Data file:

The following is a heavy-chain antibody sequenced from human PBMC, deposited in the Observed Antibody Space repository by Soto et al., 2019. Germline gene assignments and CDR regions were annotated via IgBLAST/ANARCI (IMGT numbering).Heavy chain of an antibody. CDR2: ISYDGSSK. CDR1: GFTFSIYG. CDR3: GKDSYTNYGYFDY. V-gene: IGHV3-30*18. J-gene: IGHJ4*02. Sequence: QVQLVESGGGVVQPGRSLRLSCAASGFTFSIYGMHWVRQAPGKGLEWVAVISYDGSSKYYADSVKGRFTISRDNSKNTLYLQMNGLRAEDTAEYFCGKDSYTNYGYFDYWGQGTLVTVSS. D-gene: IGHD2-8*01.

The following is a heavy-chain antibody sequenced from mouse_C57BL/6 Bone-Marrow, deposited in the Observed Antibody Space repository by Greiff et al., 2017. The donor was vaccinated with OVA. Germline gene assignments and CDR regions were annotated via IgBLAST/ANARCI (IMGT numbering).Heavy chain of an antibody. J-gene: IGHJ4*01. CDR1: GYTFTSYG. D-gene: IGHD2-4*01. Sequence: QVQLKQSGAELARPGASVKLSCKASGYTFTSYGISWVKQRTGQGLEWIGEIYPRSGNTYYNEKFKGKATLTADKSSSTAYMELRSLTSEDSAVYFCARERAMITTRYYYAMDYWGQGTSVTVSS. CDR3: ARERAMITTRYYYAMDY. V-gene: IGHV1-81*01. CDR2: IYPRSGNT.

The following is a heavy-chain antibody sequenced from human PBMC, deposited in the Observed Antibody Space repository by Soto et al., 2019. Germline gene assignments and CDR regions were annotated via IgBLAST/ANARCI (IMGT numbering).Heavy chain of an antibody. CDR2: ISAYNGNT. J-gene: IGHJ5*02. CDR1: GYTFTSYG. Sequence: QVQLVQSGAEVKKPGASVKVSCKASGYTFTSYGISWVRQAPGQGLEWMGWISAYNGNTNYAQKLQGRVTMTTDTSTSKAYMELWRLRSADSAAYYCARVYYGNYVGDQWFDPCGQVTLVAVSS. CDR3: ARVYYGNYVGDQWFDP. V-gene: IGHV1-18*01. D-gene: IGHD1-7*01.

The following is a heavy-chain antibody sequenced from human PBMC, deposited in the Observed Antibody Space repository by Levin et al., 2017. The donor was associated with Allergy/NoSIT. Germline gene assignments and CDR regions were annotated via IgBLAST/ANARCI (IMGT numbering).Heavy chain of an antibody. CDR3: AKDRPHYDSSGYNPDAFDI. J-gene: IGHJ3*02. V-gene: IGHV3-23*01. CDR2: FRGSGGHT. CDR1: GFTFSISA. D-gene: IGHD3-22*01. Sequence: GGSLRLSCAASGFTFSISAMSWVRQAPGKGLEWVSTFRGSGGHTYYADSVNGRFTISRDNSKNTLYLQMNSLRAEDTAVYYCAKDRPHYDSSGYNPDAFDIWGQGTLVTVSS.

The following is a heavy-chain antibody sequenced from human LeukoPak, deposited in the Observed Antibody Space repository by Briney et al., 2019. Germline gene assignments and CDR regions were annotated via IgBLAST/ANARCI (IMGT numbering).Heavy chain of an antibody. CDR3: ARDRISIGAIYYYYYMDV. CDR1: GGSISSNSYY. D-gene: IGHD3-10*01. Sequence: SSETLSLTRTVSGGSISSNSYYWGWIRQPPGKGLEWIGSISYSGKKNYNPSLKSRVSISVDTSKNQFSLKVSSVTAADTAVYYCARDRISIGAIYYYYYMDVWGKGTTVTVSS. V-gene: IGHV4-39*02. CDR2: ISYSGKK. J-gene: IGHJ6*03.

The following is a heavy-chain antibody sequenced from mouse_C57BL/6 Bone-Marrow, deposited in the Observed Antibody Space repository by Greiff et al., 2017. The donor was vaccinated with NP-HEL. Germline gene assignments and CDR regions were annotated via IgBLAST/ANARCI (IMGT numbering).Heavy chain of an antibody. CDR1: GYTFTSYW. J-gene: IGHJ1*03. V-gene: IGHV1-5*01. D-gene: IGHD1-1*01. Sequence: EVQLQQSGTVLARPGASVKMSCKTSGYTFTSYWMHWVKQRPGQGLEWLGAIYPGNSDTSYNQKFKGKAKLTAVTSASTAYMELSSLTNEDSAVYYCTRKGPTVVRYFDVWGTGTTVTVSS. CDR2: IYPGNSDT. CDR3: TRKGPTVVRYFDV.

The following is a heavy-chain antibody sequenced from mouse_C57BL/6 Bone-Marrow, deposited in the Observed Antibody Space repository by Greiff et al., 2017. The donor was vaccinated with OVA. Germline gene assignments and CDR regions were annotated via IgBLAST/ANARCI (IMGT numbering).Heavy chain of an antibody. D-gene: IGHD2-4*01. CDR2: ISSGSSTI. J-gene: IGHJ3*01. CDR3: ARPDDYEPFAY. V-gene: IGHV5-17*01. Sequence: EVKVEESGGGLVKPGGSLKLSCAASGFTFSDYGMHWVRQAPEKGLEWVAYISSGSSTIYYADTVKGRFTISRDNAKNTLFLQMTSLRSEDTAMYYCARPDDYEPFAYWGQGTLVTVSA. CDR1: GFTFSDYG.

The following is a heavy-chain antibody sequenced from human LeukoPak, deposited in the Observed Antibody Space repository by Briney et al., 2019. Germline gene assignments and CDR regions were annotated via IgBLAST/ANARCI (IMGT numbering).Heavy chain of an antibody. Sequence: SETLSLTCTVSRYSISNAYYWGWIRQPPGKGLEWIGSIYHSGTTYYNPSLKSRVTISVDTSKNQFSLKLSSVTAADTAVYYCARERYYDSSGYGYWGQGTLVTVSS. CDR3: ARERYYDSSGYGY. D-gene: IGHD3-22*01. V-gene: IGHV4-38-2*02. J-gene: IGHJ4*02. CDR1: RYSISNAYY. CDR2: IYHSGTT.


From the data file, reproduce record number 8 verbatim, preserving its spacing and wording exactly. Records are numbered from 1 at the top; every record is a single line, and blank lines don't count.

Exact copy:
The following is a heavy-chain antibody sequenced from human LeukoPak, deposited in the Observed Antibody Space repository by Briney et al., 2019. Germline gene assignments and CDR regions were annotated via IgBLAST/ANARCI (IMGT numbering).Heavy chain of an antibody. Sequence: SETLSLTCTVSRYSISNAYYWGWIRQPPGKGLEWIGSIYHSGTTYYNPSLKSRVTISVDTSKNQFSLKLSSVTAADTAVYYCARERYYDSSGYGYWGQGTLVTVSS. CDR3: ARERYYDSSGYGY. D-gene: IGHD3-22*01. V-gene: IGHV4-38-2*02. J-gene: IGHJ4*02. CDR1: RYSISNAYY. CDR2: IYHSGTT.